Water conservation has become the need of the day. Rainwater harvesting is a way to capture the rainwater at the time of downpour, store that water above the ground or charge the underground water and use it later. This happens in open areas as well as in congested cities through the installation of required equipment. The collection and storage of rainwater from run-off areas such as roofs and other surfaces has been practiced since ancient times in India. It is particularly useful where water supply is inadequate.
Cherrapunji was famous for receiving volume of rainfall in the world, and it still is, but experience acute water shortage as a result of extensive deforestation and due to non conservation of water from different resources. Free flow of water along the slopes of hills has caused heavy erosion of top soil. There are now many stretches devoid of trees and greenery. People have to walk long distances to collect water. If rainwater harvesting had been used, things would have been different.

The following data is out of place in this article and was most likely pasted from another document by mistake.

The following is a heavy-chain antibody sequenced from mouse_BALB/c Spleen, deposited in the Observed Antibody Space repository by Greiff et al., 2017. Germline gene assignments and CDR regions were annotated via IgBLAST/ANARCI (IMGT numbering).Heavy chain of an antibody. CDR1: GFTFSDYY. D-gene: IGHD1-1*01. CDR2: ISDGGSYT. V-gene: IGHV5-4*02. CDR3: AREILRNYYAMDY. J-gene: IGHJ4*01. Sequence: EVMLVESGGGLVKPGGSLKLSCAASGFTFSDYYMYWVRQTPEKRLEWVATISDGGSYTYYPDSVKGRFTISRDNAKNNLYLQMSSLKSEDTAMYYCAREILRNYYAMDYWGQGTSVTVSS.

II. STUDY AREA

College of Engineering, Teerthanker Mahaveer University, is located in the Moradabad, a small town in the western part of the state of the Uttar Pradesh, in northern India. The geographical area of the Moradabad is 70 sq. Km. The city is situated in western U P between 280 21’ to 28016´ Latitude North and 780 4´ to 790 Longitude East. It has an average elevation of 186 meters. The total population of the city is 27, 61,620 out of which males are 14, 94,220 and females are 12, 67,400. It lies within the great Gangetic plain, and is demarcated into three subdivisions with an elevation slightly greater than the plain below, and is traversed by numerous steams descending from the Himalayas [1] and [2]. There is great demand of water in college of engineering mainly for laboratories used in Civil Engineering, Mechanical Engineering, Chemical Engineering, Chemistry, Physics etc., for use in cleaning the building floors, labs as well as classes, for use in horticulture purpose also, for sprinkling the water in dry land of C.O.E especially in summer season for preventing the soil dust particle in air etc.